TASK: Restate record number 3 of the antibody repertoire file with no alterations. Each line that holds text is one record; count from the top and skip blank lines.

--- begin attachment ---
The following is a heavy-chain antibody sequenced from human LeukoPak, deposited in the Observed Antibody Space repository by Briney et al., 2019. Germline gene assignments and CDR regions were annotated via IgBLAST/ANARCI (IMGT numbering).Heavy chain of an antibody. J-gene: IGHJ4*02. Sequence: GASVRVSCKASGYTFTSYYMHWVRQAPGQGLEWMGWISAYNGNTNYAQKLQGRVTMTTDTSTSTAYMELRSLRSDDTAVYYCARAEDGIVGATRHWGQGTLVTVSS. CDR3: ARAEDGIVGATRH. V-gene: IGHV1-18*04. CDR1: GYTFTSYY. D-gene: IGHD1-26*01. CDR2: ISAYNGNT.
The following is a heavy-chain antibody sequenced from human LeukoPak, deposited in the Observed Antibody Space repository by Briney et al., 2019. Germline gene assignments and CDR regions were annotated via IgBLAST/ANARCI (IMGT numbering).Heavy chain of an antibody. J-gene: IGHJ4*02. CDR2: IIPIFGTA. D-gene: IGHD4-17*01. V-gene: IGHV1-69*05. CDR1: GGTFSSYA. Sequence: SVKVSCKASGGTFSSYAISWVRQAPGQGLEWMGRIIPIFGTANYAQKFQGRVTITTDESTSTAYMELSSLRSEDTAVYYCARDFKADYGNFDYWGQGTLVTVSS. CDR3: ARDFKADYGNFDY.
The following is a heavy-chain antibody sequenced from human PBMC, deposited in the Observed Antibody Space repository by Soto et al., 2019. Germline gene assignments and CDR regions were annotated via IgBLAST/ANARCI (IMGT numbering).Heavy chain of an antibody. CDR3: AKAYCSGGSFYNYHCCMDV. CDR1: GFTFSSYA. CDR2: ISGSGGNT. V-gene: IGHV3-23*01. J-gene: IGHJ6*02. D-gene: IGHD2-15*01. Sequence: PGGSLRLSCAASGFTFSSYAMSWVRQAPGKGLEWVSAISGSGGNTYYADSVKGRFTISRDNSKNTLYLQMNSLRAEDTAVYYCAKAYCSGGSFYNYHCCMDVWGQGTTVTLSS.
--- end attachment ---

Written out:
The following is a heavy-chain antibody sequenced from human PBMC, deposited in the Observed Antibody Space repository by Soto et al., 2019. Germline gene assignments and CDR regions were annotated via IgBLAST/ANARCI (IMGT numbering).Heavy chain of an antibody. CDR3: AKAYCSGGSFYNYHCCMDV. CDR1: GFTFSSYA. CDR2: ISGSGGNT. V-gene: IGHV3-23*01. J-gene: IGHJ6*02. D-gene: IGHD2-15*01. Sequence: PGGSLRLSCAASGFTFSSYAMSWVRQAPGKGLEWVSAISGSGGNTYYADSVKGRFTISRDNSKNTLYLQMNSLRAEDTAVYYCAKAYCSGGSFYNYHCCMDVWGQGTTVTLSS.